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Montana Field Guides

Green Milkweed - Asclepias viridiflora

Native Species

Global Rank: G5
State Rank: S3S4
C-value: 4


Agency Status
USFWS:
USFS:
BLM:


 

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General Description
Taprooted with a usually simple crown. Stems usually simple, 10–50 cm. Herbage puberulent to tomentose. Leaves spreading to erect, opposite to subopposite; blades lance-linear to ovate, 4–15 cm long. Umbels of 20 to 80 flowers; peduncles 2–15 mm long. Flowers 9–12 mm high; sepals 2–3 mm long, glabrate; petals green, puberulent, 4–7 mm long; gynostegium light green, glabrous, 2–3 mm high; hoods oblong, 4–5 mm long with a pair of shallow, marginal lobes at midlength and a dorsal, petal-like appendage; horns absent. Follicles erect, ovoid-fusiform, smooth, glabrate to puberulent, 7–10 cm long (Lesica et al. 2012. Manual of Montana Vascular Plants. BRIT Press. Fort Worth, TX).

Species Range
Montana Range Range Descriptions

Native
 


Range Comments
A milkweed known from Connecticut and southern New York, west to Michigan and Manitoba, and south to Georgia, Arizona and northern Mexico. It is more common in the western portions of the range.

Observations in Montana Natural Heritage Program Database
Number of Observations: 54

(Click on the following maps and charts to see full sized version) Map Help and Descriptions
Relative Density

Recency

 

(Observations spanning multiple months or years are excluded from time charts)



Habitat

Ecology
POLLINATORS
The following animal species have been reported as pollinators of this plant species or its genus where their geographic ranges overlap: Bombus vagans, Bombus huntii, Bombus rufocinctus, Bombus ternarius, Bombus terricola, Bombus pensylvanicus, Bombus bimaculatus, Bombus griseocollis, Bombus impatiens, Bombus insularis, and Bombus flavidus (Plath 1934, Heinrich 1976, Thorp et al. 1983, Colla and Dumesh 2010, Colla et al. 2011, Koch et al. 2012, Williams et al. 2014, Tripoldi and Szalanski 2015).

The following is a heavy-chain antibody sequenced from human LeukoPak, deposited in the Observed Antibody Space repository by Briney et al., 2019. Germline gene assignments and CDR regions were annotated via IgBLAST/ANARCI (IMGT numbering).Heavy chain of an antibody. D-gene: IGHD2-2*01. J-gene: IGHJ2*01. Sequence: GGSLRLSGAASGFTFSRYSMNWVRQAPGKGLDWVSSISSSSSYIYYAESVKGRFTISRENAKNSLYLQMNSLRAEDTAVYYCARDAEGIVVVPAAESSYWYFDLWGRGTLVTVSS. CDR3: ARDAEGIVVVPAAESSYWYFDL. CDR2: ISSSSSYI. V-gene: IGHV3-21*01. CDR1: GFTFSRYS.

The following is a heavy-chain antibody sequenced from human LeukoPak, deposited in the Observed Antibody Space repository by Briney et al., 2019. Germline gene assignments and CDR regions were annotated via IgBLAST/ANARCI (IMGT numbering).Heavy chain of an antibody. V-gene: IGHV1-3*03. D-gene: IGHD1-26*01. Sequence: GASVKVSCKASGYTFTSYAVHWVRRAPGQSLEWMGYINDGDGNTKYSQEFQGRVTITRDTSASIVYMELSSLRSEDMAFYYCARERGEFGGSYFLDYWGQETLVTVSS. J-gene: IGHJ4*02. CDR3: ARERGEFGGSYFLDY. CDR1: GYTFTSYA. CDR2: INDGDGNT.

References
  • Literature Cited AboveLegend:   View Online Publication
    • Colla, S., L. Richardson, and P. Williams. 2011. Bumble bees of the eastern United States. Washington, DC: USDA Forest Service, Pollinator Partnership. 103 p.
    • Colla, S.R. and S. Dumesh. 2010. The bumble bees of southern Ontario: notes on natural history and distribution. Journal of the Entomological Society of Ontario 141:39-68.
    • Koch, J., J. Strange, and P. Williams. 2012. Bumble bees of the western United States. Washington, DC: USDA Forest Service, Pollinator Partnership. 143 p.
    • Lesica, P., M.T. Lavin, and P.F. Stickney. 2012. Manual of Montana Vascular Plants. Fort Worth, TX: BRIT Press. viii + 771 p.
    • Plath, O.E. 1934. Bumblebees and their ways. New York, NY: Macmillan Company. 201 p.
    • Thorp, R.W., D.S. Horning, and L.L. Dunning. 1983. Bumble bees and cuckoo bumble bees of California (Hymenoptera: Apidae). Bulletin of the California Insect Survey 23:1-79.
    • Tripoldi, A.D. and A.L. Szalanski. 2015. The bumble bees (Hymenoptera: Apidae: Bombus) of Arkansas, fifty years later. Journal of Melittology 50: doi: http://dx.doi.org/10.17161/jom.v0i50.4834
    • Williams, P., R. Thorp, L. Richardson, and S. Colla. 2014. Bumble Bees of North America. Princeton, NJ: Princeton University Press. 208 p.
  • Additional ReferencesLegend:   View Online Publication
    Do you know of a citation we're missing?
    • DuBois, K.L. 1979. An inventory of the avifauna in the Long Pines of Southeastern Montana. M.Sc. Thesis. Bozeman, MT: Montana State University. 113 p.
    • Seipel, T.F. 2006. Plant species diversity in the sagebrush steppe of Montana. M.Sc. Thesis. Bozeman, MT: Montana State University. 87 p.
    • Skilbred, Chester L. 1979. Plant succession on five naturally revegetated strip-mined deposits at Colstrip, Montana. M.Sc. Thesis. Bozeman, MT: Montana State University. 128 pp.
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Citation for data on this website:
Green Milkweed — Asclepias viridiflora.  Montana Field Guide.  .  Retrieved on , from